If you read my Decomposed Granite Pathway post then you knew this was coming. As I mention in my previous post I started this project to fill my time with something meaningful and also improve the landscape of my home. As a bonus I was able to get a fair amount of organic produce grown by Laura and myself, YUM!
I didn’t take any photos of the project when I first started so I’ll just talk through the first steps to get up to speed with where the photos start. I picked up some 10 ft. x 1 ft. x 2 in. boards from Home Depot to make the frames for the gardens. The plan was to have two 50 sq. ft. raised gardens. The dimension of the boards made building the frame quite easy. Two cuts (10 ft. / 2 = 5 ft.) was all it took for the smaller sides. Then I just screwed the sides together. Next I laid down some weed barrier, reposition the frames, and filled the frames with dirt I picked up from the Natural Gardener.
Sounds simple and in reality it was, but Laura and I both got a good workout making the trips back and forth carrying the 5 gallon bags of dirt from the car to the garden. We ended up putting in about 2 ½ yards of dirt to fill the beds to our satisfaction. This also involved multiple trips to get all the dirt from the Natural Gardener, but it was spread over a couple of weekends so we didn’t bother renting a truck or paying a delivery fee.
Here’s the first image that shows the garden just after we got all the dirt in it and planted our soon to be organic food source.
I mentioned the order while doing the granite pathway was probably not ideal and since the materials came at the same time the same is true for the garden. I found the granite that I wanted to use before I found the bricks so I had that delivered and laid that around the garden frames. This added a bit of work when I finally found the bricks I wanted but it kept me busy. I had 7 yards of decomposed granite delivered which included the granite for the pathway.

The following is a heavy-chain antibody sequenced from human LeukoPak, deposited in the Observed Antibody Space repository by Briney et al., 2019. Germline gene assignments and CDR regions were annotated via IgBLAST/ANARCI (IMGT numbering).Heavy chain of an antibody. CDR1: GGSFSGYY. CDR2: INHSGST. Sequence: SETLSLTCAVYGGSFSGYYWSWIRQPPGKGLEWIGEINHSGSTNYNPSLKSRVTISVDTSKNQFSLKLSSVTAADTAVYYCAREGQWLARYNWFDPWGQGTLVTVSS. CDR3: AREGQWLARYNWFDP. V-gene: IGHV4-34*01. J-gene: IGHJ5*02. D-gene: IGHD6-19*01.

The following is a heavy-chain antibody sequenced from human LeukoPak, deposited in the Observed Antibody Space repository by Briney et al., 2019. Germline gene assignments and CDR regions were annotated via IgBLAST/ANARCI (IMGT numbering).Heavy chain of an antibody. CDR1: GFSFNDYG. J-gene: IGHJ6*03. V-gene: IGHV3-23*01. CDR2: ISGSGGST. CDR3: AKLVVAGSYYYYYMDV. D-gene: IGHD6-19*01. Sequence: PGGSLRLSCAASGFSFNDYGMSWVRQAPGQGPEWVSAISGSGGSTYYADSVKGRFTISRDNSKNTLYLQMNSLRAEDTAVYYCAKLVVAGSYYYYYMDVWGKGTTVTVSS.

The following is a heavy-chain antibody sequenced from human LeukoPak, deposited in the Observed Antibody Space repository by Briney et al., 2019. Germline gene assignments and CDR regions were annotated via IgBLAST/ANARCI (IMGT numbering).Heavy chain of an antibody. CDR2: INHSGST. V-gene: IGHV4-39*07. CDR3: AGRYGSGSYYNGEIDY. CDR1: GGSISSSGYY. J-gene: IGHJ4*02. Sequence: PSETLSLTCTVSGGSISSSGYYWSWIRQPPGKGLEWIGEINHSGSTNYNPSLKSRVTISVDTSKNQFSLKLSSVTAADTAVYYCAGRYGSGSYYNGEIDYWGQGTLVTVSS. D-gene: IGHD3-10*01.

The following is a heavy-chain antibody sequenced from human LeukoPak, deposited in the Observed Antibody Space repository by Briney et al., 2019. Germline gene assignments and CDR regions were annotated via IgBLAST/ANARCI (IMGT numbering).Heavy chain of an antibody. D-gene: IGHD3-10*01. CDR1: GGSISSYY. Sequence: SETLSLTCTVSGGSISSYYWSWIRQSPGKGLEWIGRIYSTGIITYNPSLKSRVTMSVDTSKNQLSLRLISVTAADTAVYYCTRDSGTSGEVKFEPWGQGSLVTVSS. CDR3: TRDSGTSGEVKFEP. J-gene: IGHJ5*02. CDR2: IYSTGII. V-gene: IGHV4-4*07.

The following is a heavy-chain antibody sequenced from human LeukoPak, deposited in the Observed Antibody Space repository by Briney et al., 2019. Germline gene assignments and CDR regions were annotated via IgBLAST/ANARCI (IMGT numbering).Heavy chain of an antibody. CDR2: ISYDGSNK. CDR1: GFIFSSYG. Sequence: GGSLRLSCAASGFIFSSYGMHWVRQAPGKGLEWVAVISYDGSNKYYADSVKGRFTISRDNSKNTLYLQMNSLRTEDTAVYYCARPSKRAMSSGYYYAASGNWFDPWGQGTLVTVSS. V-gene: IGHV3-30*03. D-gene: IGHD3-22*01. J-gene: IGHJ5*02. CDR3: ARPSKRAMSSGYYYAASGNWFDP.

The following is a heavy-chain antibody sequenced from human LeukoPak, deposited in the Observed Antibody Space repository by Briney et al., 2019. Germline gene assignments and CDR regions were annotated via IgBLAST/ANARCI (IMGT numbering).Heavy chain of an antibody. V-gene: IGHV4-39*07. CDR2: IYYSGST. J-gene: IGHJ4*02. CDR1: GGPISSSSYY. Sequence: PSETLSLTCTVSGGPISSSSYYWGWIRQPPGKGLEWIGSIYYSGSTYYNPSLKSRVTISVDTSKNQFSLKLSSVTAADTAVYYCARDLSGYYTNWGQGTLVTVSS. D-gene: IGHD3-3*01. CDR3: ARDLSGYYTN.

After finding the bricks I wanted (Texas Tumbleweed Tan) from Daniel Stone and Landscaping I purchased 2 ¾ tons. As I said earlier it required a bit of work to pull the decomposed granite away from the frames so the bricks could be laid but I really like the end result. Notice the growth! This was less than two months after planting.
In no time we had more zucchini than we could eat! Here’s a shot when the garden was really going. We also had carrots, butternut squash, romain, radishes, beats, and some swiss chard. There’s some cauliflower in there too but we didn’t get any of that because the bugs kept gobbling it up.
This zucchini was the first one we harvested. This monster zucchini came out of nowhere. We were just watering the garden one morning and this guy was falling out over the side. Remember the frames are a foot tall on the side. So that should give you an idea of the scale for this beast. As we learned it’s better to harvest them before they get too big or they will have large seeds. Nothing that bothered us and most of the time we went out to actually harvest some they were already huge!
This was amazingly fun to make and to enjoy. It still is. We’re currently letting the garden rest for the remainder of the summer as it’s become too hot for anything to grow reasonably well, but we’ll be gearing up for our winter planting season in another month.
If you have any interest in starting a garden I would highly recommend going with a raised garden. You can add whatever soil you like and put it just about anywhere so you don’t have to deal with poor soil or the wrong amount of sun because of location. Also it was pretty cheap. We built a pretty large garden but the materials for the actual garden came out to just about $200. The decomposed granite and especial the bricks increased the price a fair amount but that was more for appearance and if you do it like I did you can spread that cost out of a couple months or more.